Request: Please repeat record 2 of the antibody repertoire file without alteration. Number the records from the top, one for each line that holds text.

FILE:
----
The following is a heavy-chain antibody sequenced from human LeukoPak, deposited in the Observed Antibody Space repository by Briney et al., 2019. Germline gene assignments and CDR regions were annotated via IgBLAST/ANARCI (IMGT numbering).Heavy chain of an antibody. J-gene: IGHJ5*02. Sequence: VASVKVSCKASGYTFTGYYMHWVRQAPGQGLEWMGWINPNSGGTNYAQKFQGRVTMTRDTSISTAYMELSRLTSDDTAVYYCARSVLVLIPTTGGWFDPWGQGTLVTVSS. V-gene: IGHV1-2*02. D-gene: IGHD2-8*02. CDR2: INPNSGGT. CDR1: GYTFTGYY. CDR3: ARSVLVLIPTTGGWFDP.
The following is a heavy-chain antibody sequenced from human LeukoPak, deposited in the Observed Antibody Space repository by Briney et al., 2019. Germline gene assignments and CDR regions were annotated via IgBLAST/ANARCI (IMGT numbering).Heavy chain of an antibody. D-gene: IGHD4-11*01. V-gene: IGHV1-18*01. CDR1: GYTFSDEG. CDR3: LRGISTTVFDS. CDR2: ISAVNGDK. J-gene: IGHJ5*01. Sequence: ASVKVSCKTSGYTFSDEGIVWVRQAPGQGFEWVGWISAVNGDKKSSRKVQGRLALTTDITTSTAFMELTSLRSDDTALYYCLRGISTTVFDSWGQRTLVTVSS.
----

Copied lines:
The following is a heavy-chain antibody sequenced from human LeukoPak, deposited in the Observed Antibody Space repository by Briney et al., 2019. Germline gene assignments and CDR regions were annotated via IgBLAST/ANARCI (IMGT numbering).Heavy chain of an antibody. D-gene: IGHD4-11*01. V-gene: IGHV1-18*01. CDR1: GYTFSDEG. CDR3: LRGISTTVFDS. CDR2: ISAVNGDK. J-gene: IGHJ5*01. Sequence: ASVKVSCKTSGYTFSDEGIVWVRQAPGQGFEWVGWISAVNGDKKSSRKVQGRLALTTDITTSTAFMELTSLRSDDTALYYCLRGISTTVFDSWGQRTLVTVSS.